The International Monetary Fund (IMF) has updated their recent forecasts and has said that the “UK economy is expected to avoid a recession” this year.
The IMF said that the UK will “maintain positive growth in 2023,” but growth remains “subdued” and they are forecasting growth of 0.4% for this year.
UK output is forecast in April to contract by 0.3% and the change reflects “higher-than-expected resilience” in supply and demand and there is improved confidence in reduced post-Brexit uncertainty.
Chancellor Jeremy Hunt said this shows a “big upgrade” for growth prospects which gives the government credit in “action to restore stability and tame inflation.”
“It praises our childcare reforms, the Windsor Framework and business investment incentives,” he added.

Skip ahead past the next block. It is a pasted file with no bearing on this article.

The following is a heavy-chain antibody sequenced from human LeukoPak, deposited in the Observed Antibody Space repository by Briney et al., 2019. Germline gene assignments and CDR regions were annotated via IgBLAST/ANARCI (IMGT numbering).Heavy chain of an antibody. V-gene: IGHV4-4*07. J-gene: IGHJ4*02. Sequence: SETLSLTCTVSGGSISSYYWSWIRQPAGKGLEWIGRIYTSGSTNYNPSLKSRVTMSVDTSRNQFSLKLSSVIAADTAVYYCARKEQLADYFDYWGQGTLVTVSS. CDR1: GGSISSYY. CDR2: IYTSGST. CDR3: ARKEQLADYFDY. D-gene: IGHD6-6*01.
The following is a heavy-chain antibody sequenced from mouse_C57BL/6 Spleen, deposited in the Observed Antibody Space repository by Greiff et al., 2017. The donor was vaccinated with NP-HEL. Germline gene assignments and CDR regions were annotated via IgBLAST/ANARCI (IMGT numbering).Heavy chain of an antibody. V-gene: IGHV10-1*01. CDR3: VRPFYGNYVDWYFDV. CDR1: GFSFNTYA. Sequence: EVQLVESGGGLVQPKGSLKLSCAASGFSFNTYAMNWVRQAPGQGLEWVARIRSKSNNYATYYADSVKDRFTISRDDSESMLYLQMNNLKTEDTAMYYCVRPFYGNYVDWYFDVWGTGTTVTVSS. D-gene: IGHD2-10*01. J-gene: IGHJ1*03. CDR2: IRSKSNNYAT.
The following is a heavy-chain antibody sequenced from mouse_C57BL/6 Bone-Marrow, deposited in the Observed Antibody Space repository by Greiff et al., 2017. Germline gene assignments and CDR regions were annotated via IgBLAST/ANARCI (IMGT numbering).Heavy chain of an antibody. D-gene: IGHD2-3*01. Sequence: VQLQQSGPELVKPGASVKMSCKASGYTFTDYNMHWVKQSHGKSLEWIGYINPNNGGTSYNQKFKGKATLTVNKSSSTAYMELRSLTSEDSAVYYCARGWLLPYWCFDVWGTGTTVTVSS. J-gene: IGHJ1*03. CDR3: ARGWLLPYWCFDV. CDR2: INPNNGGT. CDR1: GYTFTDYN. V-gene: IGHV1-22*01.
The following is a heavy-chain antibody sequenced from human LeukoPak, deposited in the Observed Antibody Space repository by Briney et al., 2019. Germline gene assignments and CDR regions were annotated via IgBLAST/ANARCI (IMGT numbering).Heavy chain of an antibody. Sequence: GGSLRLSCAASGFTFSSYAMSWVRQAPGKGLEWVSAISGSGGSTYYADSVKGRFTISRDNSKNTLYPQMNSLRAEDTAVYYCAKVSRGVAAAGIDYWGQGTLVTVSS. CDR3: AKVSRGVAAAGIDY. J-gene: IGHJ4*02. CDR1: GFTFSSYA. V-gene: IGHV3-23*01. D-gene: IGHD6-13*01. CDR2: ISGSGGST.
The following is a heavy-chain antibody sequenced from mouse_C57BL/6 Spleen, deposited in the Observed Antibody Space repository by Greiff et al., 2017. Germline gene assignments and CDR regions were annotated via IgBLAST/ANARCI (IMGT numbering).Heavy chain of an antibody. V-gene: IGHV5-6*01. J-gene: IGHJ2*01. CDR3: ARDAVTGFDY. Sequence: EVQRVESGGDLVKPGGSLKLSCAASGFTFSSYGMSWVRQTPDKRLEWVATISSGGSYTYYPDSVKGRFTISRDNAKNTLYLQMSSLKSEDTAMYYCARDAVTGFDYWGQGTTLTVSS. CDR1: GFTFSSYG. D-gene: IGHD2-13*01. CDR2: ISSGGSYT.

“If we stick to the plan, the IMF confirm our long-term growth prospects are stronger than in Germany, France and Italy – but the job is not done yet.”
The IMF said, “Growth is projected to rise gradually to 1% in 2024, as disinflation softens the hit to real incomes, and to average about 2% in 2025 and 2026, mainly on the back of a projected easing in monetary and financial conditions.”
They added, that in their view “monetary policy will need to remain tight to keep inflation expectations well-anchored and bring inflation back to target.
“Inflation is projected to return to the 2% target only by mid-2025, six months later than in staff’s April forecast, and risks to this trajectory are tilted to the upside.
Suggesting, that “further monetary tightening will likely be needed, and rates may have to remain high for longer to bring down inflation more assuredly.”